Law Enforcement Receive Traffic Safety Grants

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By edhat staff

Santa Barbara County law enforcement agencies have received grant funding to enhance traffic safety.

The Santa Barbara Police Department received a $210,000 grant and the Goleta Police Department received a $78,000 grant from the California Office of Traffic Safety (OTS) to assist the department’s efforts to reduce deaths and injuries on city roads through September 2021.

“These are trying times, and now more than ever, it is important that we are at the forefront of traffic safety,” said Santa Barbara Police Sergeant Michael Brown. “This funding allows us to educate and enhance the safety of all residents.”

Both departments plan to fund patrols with emphasis on alcohol and drug-impaired driving prevention, awareness and education of California’s hands-free cell phone law, traffic rights for bicyclists and pedestrians, and more.

“These are trying times, and now more than ever, it is important that we are at the forefront of traffic safety,” Sergeant John Maxwell, who leads the Goleta Police Department’s Traffic Unit, said. “This funding allows us to educate and enhance the safety of all residents.”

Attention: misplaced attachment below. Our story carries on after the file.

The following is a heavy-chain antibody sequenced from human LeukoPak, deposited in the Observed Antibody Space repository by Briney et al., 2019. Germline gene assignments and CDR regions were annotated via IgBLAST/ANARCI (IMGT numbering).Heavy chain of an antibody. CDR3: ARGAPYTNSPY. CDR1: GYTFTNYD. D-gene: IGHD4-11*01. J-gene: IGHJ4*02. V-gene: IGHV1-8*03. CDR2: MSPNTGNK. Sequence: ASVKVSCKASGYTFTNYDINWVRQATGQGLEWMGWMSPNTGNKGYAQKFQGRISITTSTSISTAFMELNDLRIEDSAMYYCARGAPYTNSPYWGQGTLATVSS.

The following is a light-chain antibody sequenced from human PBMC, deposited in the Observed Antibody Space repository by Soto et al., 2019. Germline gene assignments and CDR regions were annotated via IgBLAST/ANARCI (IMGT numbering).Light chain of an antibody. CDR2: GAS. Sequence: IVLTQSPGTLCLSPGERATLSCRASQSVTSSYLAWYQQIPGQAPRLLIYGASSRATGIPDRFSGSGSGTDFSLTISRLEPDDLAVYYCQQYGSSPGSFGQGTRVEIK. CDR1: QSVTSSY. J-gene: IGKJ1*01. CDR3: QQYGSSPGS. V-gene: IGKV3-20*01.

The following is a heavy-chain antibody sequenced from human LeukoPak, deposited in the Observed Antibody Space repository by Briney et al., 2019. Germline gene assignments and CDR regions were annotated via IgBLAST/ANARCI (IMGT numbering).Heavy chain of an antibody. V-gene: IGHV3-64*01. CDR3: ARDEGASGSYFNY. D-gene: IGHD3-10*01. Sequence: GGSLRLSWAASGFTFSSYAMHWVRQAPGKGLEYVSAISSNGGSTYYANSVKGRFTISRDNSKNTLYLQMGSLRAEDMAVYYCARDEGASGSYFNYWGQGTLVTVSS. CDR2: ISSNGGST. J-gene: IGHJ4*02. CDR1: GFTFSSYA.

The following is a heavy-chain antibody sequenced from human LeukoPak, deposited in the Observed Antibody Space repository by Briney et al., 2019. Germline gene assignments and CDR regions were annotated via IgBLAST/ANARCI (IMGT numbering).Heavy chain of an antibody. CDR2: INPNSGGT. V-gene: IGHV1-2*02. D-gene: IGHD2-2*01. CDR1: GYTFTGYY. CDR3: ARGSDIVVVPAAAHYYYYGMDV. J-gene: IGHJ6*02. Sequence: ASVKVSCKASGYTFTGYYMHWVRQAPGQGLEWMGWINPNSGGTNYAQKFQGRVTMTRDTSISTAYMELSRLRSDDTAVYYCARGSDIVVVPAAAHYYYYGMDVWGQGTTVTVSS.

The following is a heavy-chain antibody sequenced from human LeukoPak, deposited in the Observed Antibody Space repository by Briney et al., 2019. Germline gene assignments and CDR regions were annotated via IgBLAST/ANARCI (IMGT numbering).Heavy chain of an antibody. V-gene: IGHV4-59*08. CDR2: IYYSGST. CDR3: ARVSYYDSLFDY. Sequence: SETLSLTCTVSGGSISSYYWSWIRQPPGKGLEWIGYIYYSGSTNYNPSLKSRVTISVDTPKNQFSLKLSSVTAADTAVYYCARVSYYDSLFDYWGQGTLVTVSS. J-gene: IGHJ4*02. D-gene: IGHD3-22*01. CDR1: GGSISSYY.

Additionally, OTS awarded Santa Barbara County Fire Department a $74,000.00 grant for the purchase of new battery-powered extrication equipment that will be used to rescue crash victims. Known as the “Jaws of Life,” first
responders use these rescue tools to break apart a wrecked vehicle with victims trapped inside. The tools help reduce the time it takes to rescue and treat crash victims. 

So far this year, Santa Barbara County Fire has responded to 475 vehicle accidents in which 28 required extrication.

“This newer equipment is lighter and easier to use, allowing us to rescue victims faster, which ultimately increases their chances of survival,” said Santa Barbara County Fire Department Operations Division Chief Woody Enos. “In many cases, even minutes without treatment can be a matter of life and death, which is why it is important to have reliable equipment that allows first responders to provide care as quickly as possible.”

Delays in extrication can negatively impact the patient’s critical “golden hour” of trauma survivability. The “golden hour” for Emergency Medical Services is the core principle of rapid intervention in trauma cases: 1) get to the patient quickly, 2) treat what can be treated on scene, and 3) quickly get the patient to the right hospital. Anything that can be done to reduce each of these time periods aids in patient survival and recovery.

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